|To Snap or Pronate, Which is Best?|
There are two theories on how to hit a serve. There are people who believe that “Snapping” the wrist is the best way and others who believe that “Pronating” is the best method of serving. The difference between the two options is difficult to detect visually.
When you Snap the wrist to execute the serve the racquet-head tends to finish with the tip leading and the right and left edges going through contact almost symmetrically.
When you Pronate to hit the serve the left edge (in the case of a right-hander) tends to lead the racquet through the ball.
For me, both styles do the same thing when executed correctly. Both Snapping and Pronating, when done correctly, promote a wrist that dominates the arm during the serve. Whenever the arm dominates the wrist during the serve the result will be a serve lacking feel for your target and reduced racquet-head speed.
A dominant wrist that Snaps or Pronates will give the serve the timing, accuracy and “pop” all players seek. Here are some ideas to help the wrist dominate the arm.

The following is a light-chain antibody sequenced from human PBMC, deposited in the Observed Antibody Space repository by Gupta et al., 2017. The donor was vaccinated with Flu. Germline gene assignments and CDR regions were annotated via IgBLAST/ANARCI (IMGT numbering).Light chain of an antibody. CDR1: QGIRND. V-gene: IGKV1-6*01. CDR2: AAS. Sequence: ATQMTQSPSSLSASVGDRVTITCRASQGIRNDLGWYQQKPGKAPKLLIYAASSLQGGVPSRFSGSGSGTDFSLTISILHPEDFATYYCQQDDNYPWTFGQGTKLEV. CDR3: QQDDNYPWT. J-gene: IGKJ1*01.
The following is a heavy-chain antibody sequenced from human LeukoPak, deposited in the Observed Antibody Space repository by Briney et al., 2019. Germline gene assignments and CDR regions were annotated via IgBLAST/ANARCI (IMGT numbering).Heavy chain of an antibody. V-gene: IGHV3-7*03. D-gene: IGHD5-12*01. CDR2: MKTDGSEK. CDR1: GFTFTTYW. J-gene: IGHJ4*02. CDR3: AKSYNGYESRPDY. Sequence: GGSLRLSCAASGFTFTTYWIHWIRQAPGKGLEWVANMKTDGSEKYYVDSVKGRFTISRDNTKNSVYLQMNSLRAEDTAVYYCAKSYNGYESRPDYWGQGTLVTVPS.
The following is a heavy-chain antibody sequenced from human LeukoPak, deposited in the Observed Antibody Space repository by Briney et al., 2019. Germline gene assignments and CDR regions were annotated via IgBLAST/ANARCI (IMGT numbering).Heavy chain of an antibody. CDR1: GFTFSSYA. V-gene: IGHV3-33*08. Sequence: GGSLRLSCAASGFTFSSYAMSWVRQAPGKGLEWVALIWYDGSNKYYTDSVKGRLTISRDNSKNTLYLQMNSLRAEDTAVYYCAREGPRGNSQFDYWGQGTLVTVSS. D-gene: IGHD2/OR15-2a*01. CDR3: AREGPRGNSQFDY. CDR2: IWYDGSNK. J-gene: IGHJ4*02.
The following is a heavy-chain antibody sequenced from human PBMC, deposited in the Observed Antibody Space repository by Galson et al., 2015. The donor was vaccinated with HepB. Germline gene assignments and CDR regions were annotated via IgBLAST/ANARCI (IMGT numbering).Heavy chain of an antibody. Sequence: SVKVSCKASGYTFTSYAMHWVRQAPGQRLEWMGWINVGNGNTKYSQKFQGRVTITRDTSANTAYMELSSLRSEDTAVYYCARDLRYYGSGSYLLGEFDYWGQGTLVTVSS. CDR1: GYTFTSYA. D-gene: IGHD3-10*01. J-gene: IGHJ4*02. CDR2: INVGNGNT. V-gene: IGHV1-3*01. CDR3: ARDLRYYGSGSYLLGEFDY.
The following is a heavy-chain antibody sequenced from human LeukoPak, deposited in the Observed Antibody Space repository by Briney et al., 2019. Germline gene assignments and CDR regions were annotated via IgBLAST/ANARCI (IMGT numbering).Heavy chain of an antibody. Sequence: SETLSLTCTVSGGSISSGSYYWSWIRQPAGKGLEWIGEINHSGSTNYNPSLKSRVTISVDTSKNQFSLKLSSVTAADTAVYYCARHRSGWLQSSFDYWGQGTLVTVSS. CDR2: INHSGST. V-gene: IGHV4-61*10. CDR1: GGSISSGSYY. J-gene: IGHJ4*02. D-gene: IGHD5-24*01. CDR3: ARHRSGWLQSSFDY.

1. Sitting on the Chair Drill
Sit in a chair facing the court and throw from the sitting position. In order to mimic the exact chain reaction used when serving, align your arm with your chest and make sure your under-arm is parallel with the ground.
Try to throw the ball as far as you can without a follow-through. Throw only from the wrist. Soon, the chain reaction from your forearm, through the wrist and into the hand will improve and this will translate into a more intelligent wrist when serving.
2. Baseline/ Net Band/ Service box Drill
Stand in the centre of the baseline and try to hit the baseline by using a “late” wrist. A late wrist will create an open racquet-face on contact with the ball, sending it long.
Hit another ball into the service-box on your side of the net. Again, do this by timing the wrist, this time the wrist will need to be “early” on contact with the ball.
The last target is the white net-band. By gaining experience of a late and early wrist you should now be able to time the contact correctly to hit the white net-band.
Be sure to make changes of depth through the wrist only. By isolating the wrist to perform this drill you are educating the wrist to not only be more accurate but also dominate the arm during the motion.
3. Sideline/ Centre Line/ Sideline Drill
Stand in the centre of the baseline and try to hit the singles sideline on the left side, the centre service-line and lastly the singles service-line on the right side.
As you do this exercise don’t make changes with your body position, but simply change the wrist direction. By isolating the wrist to perform this drill you are again educating the wrist to not only be more accurate but also dominate the arm during the motion.